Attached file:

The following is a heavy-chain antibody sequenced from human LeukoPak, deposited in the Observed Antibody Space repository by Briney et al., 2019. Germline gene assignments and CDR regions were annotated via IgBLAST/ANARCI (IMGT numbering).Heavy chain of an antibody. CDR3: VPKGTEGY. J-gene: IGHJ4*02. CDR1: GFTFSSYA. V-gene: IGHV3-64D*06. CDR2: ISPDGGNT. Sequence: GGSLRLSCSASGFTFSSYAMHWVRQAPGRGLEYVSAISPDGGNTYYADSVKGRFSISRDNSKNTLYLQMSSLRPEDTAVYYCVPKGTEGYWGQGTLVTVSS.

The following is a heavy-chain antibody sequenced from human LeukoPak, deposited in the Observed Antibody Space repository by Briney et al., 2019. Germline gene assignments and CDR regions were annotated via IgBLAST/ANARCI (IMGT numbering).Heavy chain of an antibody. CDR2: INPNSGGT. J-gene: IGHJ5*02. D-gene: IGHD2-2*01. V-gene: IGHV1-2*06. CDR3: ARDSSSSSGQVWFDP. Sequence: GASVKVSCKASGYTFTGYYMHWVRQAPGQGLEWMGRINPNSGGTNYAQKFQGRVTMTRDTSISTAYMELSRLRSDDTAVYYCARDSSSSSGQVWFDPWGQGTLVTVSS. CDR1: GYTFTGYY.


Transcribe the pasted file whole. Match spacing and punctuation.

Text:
The following is a heavy-chain antibody sequenced from human LeukoPak, deposited in the Observed Antibody Space repository by Briney et al., 2019. Germline gene assignments and CDR regions were annotated via IgBLAST/ANARCI (IMGT numbering).Heavy chain of an antibody. CDR3: VPKGTEGY. J-gene: IGHJ4*02. CDR1: GFTFSSYA. V-gene: IGHV3-64D*06. CDR2: ISPDGGNT. Sequence: GGSLRLSCSASGFTFSSYAMHWVRQAPGRGLEYVSAISPDGGNTYYADSVKGRFSISRDNSKNTLYLQMSSLRPEDTAVYYCVPKGTEGYWGQGTLVTVSS.

The following is a heavy-chain antibody sequenced from human LeukoPak, deposited in the Observed Antibody Space repository by Briney et al., 2019. Germline gene assignments and CDR regions were annotated via IgBLAST/ANARCI (IMGT numbering).Heavy chain of an antibody. CDR2: INPNSGGT. J-gene: IGHJ5*02. D-gene: IGHD2-2*01. V-gene: IGHV1-2*06. CDR3: ARDSSSSSGQVWFDP. Sequence: GASVKVSCKASGYTFTGYYMHWVRQAPGQGLEWMGRINPNSGGTNYAQKFQGRVTMTRDTSISTAYMELSRLRSDDTAVYYCARDSSSSSGQVWFDPWGQGTLVTVSS. CDR1: GYTFTGYY.